How many Americans know there are career civil servants out there doing work-related business in the late afternoon of the Saturday of the Fourth of July weekend? Koses was not even responding to a boss’ demand, but just to a (hopefully) nice professor far from Washington. Had I not decided to write this blog (or, before that, post about the exchange on Facebook), nobody would have ever known about how Koses provided help well above and beyond the call of duty.

That sure doesn’t fit the popular stereotype of civil servants.

Nor is this an isolated example. A few years after I returned to Harvard from Washington, the capital was hit by a hurricane that shut down the government. A friend (who, like Koses, worked at GSA) told me that so many people there were working online from home that the demand crashed the agency’s computers.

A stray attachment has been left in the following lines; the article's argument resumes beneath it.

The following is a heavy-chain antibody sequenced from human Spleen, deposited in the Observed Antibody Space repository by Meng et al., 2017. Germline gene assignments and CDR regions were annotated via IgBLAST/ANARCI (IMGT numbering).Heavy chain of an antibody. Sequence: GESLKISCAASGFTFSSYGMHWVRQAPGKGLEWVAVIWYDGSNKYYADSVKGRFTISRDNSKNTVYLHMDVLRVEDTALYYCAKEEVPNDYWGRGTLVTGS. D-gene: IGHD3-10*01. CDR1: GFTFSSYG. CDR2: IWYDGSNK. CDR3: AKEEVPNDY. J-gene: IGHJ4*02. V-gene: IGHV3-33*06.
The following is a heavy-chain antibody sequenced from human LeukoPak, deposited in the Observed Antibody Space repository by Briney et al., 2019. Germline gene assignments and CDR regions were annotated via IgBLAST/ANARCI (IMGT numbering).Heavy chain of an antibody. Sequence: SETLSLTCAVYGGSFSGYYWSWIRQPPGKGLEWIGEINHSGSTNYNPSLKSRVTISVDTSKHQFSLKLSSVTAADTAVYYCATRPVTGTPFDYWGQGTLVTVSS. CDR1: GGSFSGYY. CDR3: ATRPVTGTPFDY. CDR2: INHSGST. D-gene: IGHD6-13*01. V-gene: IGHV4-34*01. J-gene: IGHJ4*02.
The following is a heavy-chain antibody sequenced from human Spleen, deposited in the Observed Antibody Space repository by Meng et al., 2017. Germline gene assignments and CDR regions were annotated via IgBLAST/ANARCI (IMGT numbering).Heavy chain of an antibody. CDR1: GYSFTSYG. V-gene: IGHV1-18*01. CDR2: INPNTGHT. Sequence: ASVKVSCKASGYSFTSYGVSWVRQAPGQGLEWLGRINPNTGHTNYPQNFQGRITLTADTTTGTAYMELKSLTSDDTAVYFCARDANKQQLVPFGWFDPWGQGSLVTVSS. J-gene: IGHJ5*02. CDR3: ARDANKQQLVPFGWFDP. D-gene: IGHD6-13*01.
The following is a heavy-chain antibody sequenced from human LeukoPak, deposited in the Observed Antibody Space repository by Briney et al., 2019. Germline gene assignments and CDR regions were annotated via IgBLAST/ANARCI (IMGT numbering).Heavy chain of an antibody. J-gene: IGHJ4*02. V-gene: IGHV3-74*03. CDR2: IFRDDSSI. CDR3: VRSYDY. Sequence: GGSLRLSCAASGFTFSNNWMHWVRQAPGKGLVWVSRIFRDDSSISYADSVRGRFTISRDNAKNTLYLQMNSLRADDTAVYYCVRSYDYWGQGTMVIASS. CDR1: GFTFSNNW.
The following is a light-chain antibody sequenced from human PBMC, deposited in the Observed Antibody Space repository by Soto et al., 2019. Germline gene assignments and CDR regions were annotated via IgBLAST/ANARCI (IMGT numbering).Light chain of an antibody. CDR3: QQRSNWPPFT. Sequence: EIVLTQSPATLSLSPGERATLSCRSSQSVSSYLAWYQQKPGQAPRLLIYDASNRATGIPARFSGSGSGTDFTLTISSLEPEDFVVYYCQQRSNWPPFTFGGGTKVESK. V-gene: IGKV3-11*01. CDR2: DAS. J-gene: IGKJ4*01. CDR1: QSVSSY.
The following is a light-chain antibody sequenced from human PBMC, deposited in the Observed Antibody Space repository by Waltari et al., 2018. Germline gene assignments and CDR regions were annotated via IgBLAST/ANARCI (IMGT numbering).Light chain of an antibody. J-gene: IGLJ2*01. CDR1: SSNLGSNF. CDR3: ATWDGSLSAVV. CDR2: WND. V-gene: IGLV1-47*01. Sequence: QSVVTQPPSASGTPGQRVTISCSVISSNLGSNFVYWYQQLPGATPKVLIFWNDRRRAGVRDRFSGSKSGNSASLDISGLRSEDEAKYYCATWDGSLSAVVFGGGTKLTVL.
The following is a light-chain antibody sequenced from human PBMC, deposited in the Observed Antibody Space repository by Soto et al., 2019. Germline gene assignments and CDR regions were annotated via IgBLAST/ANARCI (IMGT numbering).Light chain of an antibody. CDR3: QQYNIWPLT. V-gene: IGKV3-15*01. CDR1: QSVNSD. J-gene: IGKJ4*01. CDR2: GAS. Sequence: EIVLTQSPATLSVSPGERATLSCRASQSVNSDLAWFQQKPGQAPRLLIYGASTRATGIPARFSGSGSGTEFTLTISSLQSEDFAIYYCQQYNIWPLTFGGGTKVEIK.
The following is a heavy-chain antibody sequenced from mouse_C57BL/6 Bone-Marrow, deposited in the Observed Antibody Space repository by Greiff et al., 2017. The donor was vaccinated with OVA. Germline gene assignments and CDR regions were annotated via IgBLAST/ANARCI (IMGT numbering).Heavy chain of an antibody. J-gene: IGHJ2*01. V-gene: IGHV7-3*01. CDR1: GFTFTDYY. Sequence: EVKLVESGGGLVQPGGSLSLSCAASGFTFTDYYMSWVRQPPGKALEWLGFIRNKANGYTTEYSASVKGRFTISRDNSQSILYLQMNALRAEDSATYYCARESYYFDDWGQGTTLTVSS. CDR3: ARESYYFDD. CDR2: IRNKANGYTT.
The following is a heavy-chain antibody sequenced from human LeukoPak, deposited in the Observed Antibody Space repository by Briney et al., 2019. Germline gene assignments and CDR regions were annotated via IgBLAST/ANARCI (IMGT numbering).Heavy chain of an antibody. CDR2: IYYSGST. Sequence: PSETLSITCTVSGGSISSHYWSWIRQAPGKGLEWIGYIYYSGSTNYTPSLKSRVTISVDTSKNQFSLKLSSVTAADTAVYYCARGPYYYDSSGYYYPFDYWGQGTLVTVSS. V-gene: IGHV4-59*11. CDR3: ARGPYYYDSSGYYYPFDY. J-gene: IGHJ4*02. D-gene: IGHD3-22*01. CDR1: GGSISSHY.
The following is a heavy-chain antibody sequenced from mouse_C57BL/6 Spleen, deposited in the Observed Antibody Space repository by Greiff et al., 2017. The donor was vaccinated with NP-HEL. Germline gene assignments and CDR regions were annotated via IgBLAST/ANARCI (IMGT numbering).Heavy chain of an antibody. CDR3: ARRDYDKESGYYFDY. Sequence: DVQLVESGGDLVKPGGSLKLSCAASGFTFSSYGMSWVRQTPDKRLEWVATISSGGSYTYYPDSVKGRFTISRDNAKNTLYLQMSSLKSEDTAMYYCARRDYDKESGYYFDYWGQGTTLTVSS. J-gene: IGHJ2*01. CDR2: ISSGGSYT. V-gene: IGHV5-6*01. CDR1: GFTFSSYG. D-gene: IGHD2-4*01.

In 2003, just before Christmas the Department of Agriculture discovered a U.S. case of mad cow disease, which was widely affecting the United Kingdom at the time. As some media noted at the time, USDA civil servants worked through the Christmas holidays trying to track down other possible cases. And I hope many still remember a point sometimes made after 9/11 -- the only people who were climbing up the World Trade Center while everybody else was trying to climb down were firefighters -- civil servants all.

When I posted on Facebook about my correspondence with Koses, my old friend Dave Drabkin, formerly of GSA, replied “It's the norm, not the exception!!!” -- to which Koses himself graciously replied that Drabkin was "absolutely right, it's what most of my colleagues would do."